3. Knowledge and Process Management RESEARCH ARTICLE concerned with coordinating customer relations prise, companies can make use of the abilities of across all business functions, points of interaction, analytical CRM systems, and with them, make and audiences (Brown, 2000; Day, 2000). truly customer-centric business decisions. For Delivering consistent service across all touch example, companies can proactively offer products points gives companies a strong market advantage. and services that fit a given customer’s needs based When information or knowledge is fragmented on what the customer has already purchased, or within a company, customer feedback is hard to increase purchase rates by dynamically personaliz- obtain. As a result, customer service suffers and ing content based on Web visitor’s profile, or pro- organizations fall back on the mass marketing prin- vide customers in the highest value tier with ciple that ‘one-size-fits-all’. One-to-one marketing personal representatives who understand their his- requires a comprehensive view of customers’ needs tory or preferences. and preferences (Kotler, 2000). There is an increased sense of urgency in the Information technology-driven relationship institutionalization of comprehensive knowledge management by a firm focuses on obtaining management programs due to the fact that the Inter- detailed knowledge about a customer’s behavior, net and the World Wide Web are revolutionizing preferences, needs, and buying patterns and on the way enterprises do business (Alavi and Leidner, using that knowledge to set prices, negotiate terms, 1999; Leebaert, 1998; Liebowitz, 2000; O’Leary, tailor promotions, add product features, and other- 1998). A well-designed KM infrastructure makes it wise customize its entire relationship with each easier for people to share knowledge during pro- customer (Kohli, 2001; Shoemaker, 2001). Offering blem solving resulting in reduced operating cost, customers convenience, personalization and excel- improved staff productivity, cost avoidance, and lent service plays a key role in the success and dif- soft benefits such as increasing the knowledge ferentiation of many online businesses (Kalakota base, and sharing expertise (Applehans et al., 1999). and Robinson, 2001). CRM focuses on providing The KM framework we present (shown in and maintaining quality service for customers by Figure 1) consists of the following four major pro- effectively communicating and delivering pro- cesses: (a) knowledge identification & generation, ducts, services, information and solutions to (b) knowledge codification & storage, (c) knowledge address customer problems, wants and needs. distribution, and d) knowledge utilization & feed- back. The knowledge identification & generation process includes recognition and creation of new knowledge. Knowledge management It focuses on determining the relevant customer, pro- KM is management of a company’s corporate cess and domain knowledge needed to successfully knowledge and information assets to provide this carry out CRM activities and acquiring or generating knowledge to as many company staff members as this knowledge by monitoring the activities of custo- possible as well as its business processes to encou- mers and other players in the industry. rage better and more consistent decision-making The knowledge codification & storage process invol- (Probst et al., 2000). By integrating operational ves converting knowledge into machine-readable CRM data with knowledge from around the enter- form and storing it for future use. In particular, it Figure 1. Knowledge management framework KM Technology in Customer Relationship Management 5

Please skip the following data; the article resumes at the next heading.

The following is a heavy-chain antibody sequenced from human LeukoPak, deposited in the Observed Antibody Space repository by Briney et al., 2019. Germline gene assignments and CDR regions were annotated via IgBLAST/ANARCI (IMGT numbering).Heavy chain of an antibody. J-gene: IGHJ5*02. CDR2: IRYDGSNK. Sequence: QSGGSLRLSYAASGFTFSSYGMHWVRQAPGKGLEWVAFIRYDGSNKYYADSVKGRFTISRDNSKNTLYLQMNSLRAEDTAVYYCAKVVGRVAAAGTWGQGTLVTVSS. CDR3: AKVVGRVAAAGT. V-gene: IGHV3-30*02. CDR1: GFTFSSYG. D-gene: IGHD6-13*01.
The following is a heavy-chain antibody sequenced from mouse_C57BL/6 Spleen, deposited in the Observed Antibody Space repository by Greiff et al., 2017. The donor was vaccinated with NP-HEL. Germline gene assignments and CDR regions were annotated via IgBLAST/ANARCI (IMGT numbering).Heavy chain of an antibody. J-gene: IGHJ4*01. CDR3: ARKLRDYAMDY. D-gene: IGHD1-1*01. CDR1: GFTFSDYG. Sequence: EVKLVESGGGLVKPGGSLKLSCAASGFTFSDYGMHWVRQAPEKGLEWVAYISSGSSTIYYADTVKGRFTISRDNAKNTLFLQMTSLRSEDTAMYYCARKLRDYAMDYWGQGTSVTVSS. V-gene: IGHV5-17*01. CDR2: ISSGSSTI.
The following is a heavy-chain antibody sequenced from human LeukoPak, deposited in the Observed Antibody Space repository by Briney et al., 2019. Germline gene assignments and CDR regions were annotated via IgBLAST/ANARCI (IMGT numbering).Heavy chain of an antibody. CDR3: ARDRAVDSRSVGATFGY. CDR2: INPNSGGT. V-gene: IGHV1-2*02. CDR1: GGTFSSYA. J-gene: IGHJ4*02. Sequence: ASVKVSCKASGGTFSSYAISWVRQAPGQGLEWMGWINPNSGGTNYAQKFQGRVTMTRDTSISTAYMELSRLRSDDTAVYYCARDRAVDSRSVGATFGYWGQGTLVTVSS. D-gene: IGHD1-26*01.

4. RESEARCH ARTICLE Knowledge and Process Management deals with archiving the new knowledge by adding retrieved information, filtering away irrelevant it to a persistent knowledge repository that can be and unwanted information, and integrating infor- used by all the stakeholders. This process consists mation from heterogeneous information sources. of mapping the knowledge to appropriate formal- In order to execute tasks on behalf of a business isms, converting it to the internal representation process, computer application, or an individual, and storing it in the knowledge repository. Current agents are designed to be goal driven, i.e. they technologies such as XML and the Universal are capable of creating an agenda of goals to be Description, Discovery and Integration (UDDI) satisfied. Agents can be thought of as intelligent formalism can be used for internal representation computerized assistants. and storage. These approaches facilitate easy search and retrieval of relevant knowledge from the repo- XML and KM sitories, and enables the stakeholders to apply this Extensible Markup Language or XML is emerging knowledge in decision-making (David, 1999). as a fundamental enabling technology for content The knowledge distribution process relates to dis- management and application integration (Balasu- seminating knowledge throughout the organiza- bramanian and Bashian, 1998; Goldfarb and tion and handling requests for specific knowledge Prescod, 1998). XML is a set of rules for defining elements that would be useful in working through data structures and thus making it possible for key a specific problem scenario. Knowledge dissemina- elements in a document to be characterized accord- tion can employ either ‘push’ or ‘pull’ technologies ing to meaning. XML has several valuable character- depending upon the organization’s culture and istics. First, it is a descriptive markup language infrastructure. rather than a procedural markup language. Hence, The knowledge utilization & feedback process com- it is possible to represent the semantics of an XML prises knowledge deployment and providing feed- document in a straightforward way. Second, it is back. This process enables the stakeholders to vendor independent and therefore highly transpor- identify and retrieve relevant knowledge needed table between different platforms and systems while for solving a particular problem. Utilization of this maintaining data integrity. Third, it is human legi- knowledge in the context of a specific problem ble. It is also worth noting that XML has its roots may result in additional knowledge, which can be in SGML (Standard Generalized Markup Language) abstracted out and stored in the knowledge reposi- and adheres to many of its principles. tory for future use. Stakeholders can provide feed- XML enables us to build a structure around the back regarding the quality of knowledge stored in document’s attributes, and RDF (Resource Descrip- the repository as well as how easy or difficult it is tion Framework) allows us to improve search to search for relevant knowledge. They can also iden- mechanisms using the semantics of annotations tify new types of knowledge that need to be gathered (Decker et al., 2000; Rabarijaona et al., 2000). XML based on strategic objectives and the changes that are makes it possible to deliver information to agents taking place within the environment. in a form that allows for automatic processing after This research attempts to integrate relevant receipt and therefore distribute the processing load enabling technologies (Devedic, 1999; Fowler, 2000; over a federation of agents that work cooperatively Sycara et al., 1996; Wu, 2001) into an environment in problem solving. The set of elements, attributes, that would support organizational knowledge crea- and entities that are defined within an XML docu- tion, use, and management. Two such enabling tech- ment can be formally defined in a document type nologies that we discuss are intelligent agents and definition (DTD). XML, which are briefly discussed below. We contend that by combining intelligent agent and XML technologies, one could envision a Intelligent agents and KM knowledge management environment that sup- Intelligent agents are useful in automating repeti- ports all phases of the knowledge life cycle, tive tasks, finding and filtering information, and namely, creation, organization, formalization, dis- intelligently summarizing complex data (Murch tribution, application, and evolution. and Johnson, 1999). Just like their human counter- parts, intelligent agents can have the capability to Our contribution learn and even make recommendations regarding a particular course of action (Hess et al., 2000; We present an integrated framework, that aims for Maes et al., 1999). Intelligent agents can act on knowledge-enabled CRM processes, and which sup- behalf of human users to perform laborious and ports and promotes consistent, knowledge-based, routine tasks such as locating and accessing neces- analysis-driven interaction with each customer. Maj- sary information, resolving inconsistencies in the ority of today’s CRM systems are focused primarily 6 R. Bose and V. Sugumaran